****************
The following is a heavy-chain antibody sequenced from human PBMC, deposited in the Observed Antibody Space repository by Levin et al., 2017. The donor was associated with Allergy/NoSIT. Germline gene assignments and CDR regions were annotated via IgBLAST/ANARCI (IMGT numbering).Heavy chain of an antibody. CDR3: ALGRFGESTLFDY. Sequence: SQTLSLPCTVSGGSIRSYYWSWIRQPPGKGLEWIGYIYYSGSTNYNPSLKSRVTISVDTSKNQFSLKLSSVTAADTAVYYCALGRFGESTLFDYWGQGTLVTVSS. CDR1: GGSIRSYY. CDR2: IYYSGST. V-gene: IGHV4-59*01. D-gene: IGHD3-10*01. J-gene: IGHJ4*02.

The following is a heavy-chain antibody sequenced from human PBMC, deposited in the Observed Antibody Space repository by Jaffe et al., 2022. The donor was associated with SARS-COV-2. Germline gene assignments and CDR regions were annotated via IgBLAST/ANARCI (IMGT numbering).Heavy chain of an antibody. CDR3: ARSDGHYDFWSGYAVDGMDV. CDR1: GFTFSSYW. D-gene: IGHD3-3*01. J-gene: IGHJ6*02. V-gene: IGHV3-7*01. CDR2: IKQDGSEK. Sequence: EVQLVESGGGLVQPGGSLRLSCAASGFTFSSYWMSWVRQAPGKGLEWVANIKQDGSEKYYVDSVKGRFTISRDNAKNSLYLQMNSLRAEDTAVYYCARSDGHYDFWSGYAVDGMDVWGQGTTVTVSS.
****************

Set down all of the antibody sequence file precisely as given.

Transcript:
The following is a heavy-chain antibody sequenced from human PBMC, deposited in the Observed Antibody Space repository by Levin et al., 2017. The donor was associated with Allergy/NoSIT. Germline gene assignments and CDR regions were annotated via IgBLAST/ANARCI (IMGT numbering).Heavy chain of an antibody. CDR3: ALGRFGESTLFDY. Sequence: SQTLSLPCTVSGGSIRSYYWSWIRQPPGKGLEWIGYIYYSGSTNYNPSLKSRVTISVDTSKNQFSLKLSSVTAADTAVYYCALGRFGESTLFDYWGQGTLVTVSS. CDR1: GGSIRSYY. CDR2: IYYSGST. V-gene: IGHV4-59*01. D-gene: IGHD3-10*01. J-gene: IGHJ4*02.

The following is a heavy-chain antibody sequenced from human PBMC, deposited in the Observed Antibody Space repository by Jaffe et al., 2022. The donor was associated with SARS-COV-2. Germline gene assignments and CDR regions were annotated via IgBLAST/ANARCI (IMGT numbering).Heavy chain of an antibody. CDR3: ARSDGHYDFWSGYAVDGMDV. CDR1: GFTFSSYW. D-gene: IGHD3-3*01. J-gene: IGHJ6*02. V-gene: IGHV3-7*01. CDR2: IKQDGSEK. Sequence: EVQLVESGGGLVQPGGSLRLSCAASGFTFSSYWMSWVRQAPGKGLEWVANIKQDGSEKYYVDSVKGRFTISRDNAKNSLYLQMNSLRAEDTAVYYCARSDGHYDFWSGYAVDGMDVWGQGTTVTVSS.